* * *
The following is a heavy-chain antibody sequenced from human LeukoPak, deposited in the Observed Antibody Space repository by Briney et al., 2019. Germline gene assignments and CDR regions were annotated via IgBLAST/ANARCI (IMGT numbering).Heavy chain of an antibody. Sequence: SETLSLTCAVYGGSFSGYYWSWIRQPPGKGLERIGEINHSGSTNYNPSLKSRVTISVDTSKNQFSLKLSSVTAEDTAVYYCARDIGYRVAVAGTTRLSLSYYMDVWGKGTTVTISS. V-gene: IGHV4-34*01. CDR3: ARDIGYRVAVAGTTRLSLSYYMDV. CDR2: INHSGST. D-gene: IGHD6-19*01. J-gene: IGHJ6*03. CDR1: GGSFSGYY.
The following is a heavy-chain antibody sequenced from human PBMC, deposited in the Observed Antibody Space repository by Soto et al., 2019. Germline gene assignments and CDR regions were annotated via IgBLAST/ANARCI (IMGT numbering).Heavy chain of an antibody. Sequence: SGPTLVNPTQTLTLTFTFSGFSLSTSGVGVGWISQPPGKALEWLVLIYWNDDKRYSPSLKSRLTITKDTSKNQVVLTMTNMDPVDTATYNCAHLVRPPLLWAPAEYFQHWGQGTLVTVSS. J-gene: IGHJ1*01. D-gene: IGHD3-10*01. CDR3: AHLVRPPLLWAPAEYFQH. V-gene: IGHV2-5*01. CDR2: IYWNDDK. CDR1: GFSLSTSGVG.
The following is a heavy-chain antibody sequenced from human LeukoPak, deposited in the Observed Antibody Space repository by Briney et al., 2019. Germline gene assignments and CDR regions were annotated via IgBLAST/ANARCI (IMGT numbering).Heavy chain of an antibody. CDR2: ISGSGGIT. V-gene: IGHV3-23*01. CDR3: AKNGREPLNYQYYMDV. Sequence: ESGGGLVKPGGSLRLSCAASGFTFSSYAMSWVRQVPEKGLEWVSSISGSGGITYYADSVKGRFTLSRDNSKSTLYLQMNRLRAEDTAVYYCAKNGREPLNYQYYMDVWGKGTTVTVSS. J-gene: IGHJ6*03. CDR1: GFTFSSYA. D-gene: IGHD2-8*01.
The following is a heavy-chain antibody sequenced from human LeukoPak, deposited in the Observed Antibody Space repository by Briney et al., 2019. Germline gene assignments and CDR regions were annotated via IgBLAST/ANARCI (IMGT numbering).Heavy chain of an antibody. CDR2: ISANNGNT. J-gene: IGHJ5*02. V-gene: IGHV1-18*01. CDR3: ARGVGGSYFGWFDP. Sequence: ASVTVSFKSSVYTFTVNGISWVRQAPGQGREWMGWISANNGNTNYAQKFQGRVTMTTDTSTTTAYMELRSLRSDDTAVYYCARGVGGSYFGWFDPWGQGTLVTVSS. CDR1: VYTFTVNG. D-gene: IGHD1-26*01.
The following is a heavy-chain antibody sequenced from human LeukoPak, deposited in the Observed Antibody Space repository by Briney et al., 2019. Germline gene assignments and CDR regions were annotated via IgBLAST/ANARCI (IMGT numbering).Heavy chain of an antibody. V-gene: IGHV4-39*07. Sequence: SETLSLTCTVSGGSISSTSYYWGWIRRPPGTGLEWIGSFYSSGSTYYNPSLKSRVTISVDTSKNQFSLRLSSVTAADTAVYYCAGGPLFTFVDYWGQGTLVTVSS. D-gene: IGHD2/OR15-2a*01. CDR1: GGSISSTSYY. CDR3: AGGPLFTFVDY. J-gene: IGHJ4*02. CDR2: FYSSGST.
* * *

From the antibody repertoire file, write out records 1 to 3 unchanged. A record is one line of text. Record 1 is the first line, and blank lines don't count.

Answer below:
The following is a heavy-chain antibody sequenced from human LeukoPak, deposited in the Observed Antibody Space repository by Briney et al., 2019. Germline gene assignments and CDR regions were annotated via IgBLAST/ANARCI (IMGT numbering).Heavy chain of an antibody. Sequence: SETLSLTCAVYGGSFSGYYWSWIRQPPGKGLERIGEINHSGSTNYNPSLKSRVTISVDTSKNQFSLKLSSVTAEDTAVYYCARDIGYRVAVAGTTRLSLSYYMDVWGKGTTVTISS. V-gene: IGHV4-34*01. CDR3: ARDIGYRVAVAGTTRLSLSYYMDV. CDR2: INHSGST. D-gene: IGHD6-19*01. J-gene: IGHJ6*03. CDR1: GGSFSGYY.
The following is a heavy-chain antibody sequenced from human PBMC, deposited in the Observed Antibody Space repository by Soto et al., 2019. Germline gene assignments and CDR regions were annotated via IgBLAST/ANARCI (IMGT numbering).Heavy chain of an antibody. Sequence: SGPTLVNPTQTLTLTFTFSGFSLSTSGVGVGWISQPPGKALEWLVLIYWNDDKRYSPSLKSRLTITKDTSKNQVVLTMTNMDPVDTATYNCAHLVRPPLLWAPAEYFQHWGQGTLVTVSS. J-gene: IGHJ1*01. D-gene: IGHD3-10*01. CDR3: AHLVRPPLLWAPAEYFQH. V-gene: IGHV2-5*01. CDR2: IYWNDDK. CDR1: GFSLSTSGVG.
The following is a heavy-chain antibody sequenced from human LeukoPak, deposited in the Observed Antibody Space repository by Briney et al., 2019. Germline gene assignments and CDR regions were annotated via IgBLAST/ANARCI (IMGT numbering).Heavy chain of an antibody. CDR2: ISGSGGIT. V-gene: IGHV3-23*01. CDR3: AKNGREPLNYQYYMDV. Sequence: ESGGGLVKPGGSLRLSCAASGFTFSSYAMSWVRQVPEKGLEWVSSISGSGGITYYADSVKGRFTLSRDNSKSTLYLQMNRLRAEDTAVYYCAKNGREPLNYQYYMDVWGKGTTVTVSS. J-gene: IGHJ6*03. CDR1: GFTFSSYA. D-gene: IGHD2-8*01.